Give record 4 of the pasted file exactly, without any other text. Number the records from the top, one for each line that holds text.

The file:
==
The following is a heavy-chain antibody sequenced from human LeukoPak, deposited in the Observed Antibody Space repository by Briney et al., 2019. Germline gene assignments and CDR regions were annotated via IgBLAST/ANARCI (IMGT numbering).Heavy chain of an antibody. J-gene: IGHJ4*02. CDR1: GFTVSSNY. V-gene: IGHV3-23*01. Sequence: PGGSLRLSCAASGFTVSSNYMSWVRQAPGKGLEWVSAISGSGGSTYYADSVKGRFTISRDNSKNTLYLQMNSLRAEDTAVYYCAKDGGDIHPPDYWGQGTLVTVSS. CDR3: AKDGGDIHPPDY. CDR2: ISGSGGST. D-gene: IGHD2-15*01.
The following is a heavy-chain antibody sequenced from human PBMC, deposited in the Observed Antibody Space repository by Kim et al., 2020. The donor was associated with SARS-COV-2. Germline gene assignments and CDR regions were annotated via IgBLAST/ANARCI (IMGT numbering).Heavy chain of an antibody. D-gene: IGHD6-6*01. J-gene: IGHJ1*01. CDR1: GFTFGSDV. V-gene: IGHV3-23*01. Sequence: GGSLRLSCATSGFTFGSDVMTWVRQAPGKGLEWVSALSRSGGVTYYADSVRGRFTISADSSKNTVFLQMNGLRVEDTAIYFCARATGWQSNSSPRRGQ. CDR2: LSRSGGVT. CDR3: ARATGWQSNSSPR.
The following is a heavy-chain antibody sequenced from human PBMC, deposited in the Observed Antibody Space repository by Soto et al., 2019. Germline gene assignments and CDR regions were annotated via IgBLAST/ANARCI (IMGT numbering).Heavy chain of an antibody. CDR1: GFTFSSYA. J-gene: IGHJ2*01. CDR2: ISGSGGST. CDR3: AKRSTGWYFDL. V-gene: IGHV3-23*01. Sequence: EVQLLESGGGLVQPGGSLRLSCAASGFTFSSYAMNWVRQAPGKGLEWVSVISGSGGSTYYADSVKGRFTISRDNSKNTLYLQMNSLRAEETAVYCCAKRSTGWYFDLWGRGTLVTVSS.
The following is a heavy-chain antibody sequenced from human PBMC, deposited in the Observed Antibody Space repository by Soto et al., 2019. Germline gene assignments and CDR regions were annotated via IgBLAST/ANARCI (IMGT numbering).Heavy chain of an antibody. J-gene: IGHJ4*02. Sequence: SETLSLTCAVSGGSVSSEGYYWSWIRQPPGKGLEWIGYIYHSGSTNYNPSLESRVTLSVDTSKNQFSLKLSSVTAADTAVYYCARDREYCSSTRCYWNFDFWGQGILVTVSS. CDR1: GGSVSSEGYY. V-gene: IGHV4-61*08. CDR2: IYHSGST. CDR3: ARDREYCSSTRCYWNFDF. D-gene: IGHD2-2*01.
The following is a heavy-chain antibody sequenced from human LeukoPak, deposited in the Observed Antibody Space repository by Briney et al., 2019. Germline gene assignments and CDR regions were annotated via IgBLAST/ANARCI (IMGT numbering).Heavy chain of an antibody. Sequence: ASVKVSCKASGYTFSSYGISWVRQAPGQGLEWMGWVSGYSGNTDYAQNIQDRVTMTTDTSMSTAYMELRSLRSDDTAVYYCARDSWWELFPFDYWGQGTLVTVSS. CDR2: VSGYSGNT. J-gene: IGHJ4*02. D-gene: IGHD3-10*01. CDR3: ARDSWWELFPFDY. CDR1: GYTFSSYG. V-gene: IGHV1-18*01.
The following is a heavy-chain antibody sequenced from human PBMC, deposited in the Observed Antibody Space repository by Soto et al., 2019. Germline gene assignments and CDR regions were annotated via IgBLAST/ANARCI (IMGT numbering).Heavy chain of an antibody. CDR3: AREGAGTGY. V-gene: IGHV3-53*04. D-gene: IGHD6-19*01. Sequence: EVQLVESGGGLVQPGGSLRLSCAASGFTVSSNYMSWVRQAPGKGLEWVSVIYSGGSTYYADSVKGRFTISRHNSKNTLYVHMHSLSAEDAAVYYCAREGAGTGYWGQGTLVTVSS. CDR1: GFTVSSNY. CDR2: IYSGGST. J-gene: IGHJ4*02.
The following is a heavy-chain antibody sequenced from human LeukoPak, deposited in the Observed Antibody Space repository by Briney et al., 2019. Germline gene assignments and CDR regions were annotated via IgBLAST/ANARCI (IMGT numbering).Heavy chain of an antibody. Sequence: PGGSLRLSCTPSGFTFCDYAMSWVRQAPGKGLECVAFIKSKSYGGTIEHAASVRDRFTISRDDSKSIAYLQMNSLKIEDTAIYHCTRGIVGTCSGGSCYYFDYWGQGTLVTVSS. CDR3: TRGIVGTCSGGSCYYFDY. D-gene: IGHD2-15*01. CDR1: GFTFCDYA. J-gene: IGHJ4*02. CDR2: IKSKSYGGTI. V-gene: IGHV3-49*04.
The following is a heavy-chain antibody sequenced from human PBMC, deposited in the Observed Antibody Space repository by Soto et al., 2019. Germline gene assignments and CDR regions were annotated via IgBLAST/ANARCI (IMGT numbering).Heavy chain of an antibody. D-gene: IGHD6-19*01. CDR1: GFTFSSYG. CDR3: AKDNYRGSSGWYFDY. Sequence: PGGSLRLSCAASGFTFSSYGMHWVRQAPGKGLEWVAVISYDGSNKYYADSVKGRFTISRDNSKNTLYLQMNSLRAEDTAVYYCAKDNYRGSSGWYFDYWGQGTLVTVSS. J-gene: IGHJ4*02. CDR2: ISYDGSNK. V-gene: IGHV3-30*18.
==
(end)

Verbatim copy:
The following is a heavy-chain antibody sequenced from human PBMC, deposited in the Observed Antibody Space repository by Soto et al., 2019. Germline gene assignments and CDR regions were annotated via IgBLAST/ANARCI (IMGT numbering).Heavy chain of an antibody. J-gene: IGHJ4*02. Sequence: SETLSLTCAVSGGSVSSEGYYWSWIRQPPGKGLEWIGYIYHSGSTNYNPSLESRVTLSVDTSKNQFSLKLSSVTAADTAVYYCARDREYCSSTRCYWNFDFWGQGILVTVSS. CDR1: GGSVSSEGYY. V-gene: IGHV4-61*08. CDR2: IYHSGST. CDR3: ARDREYCSSTRCYWNFDF. D-gene: IGHD2-2*01.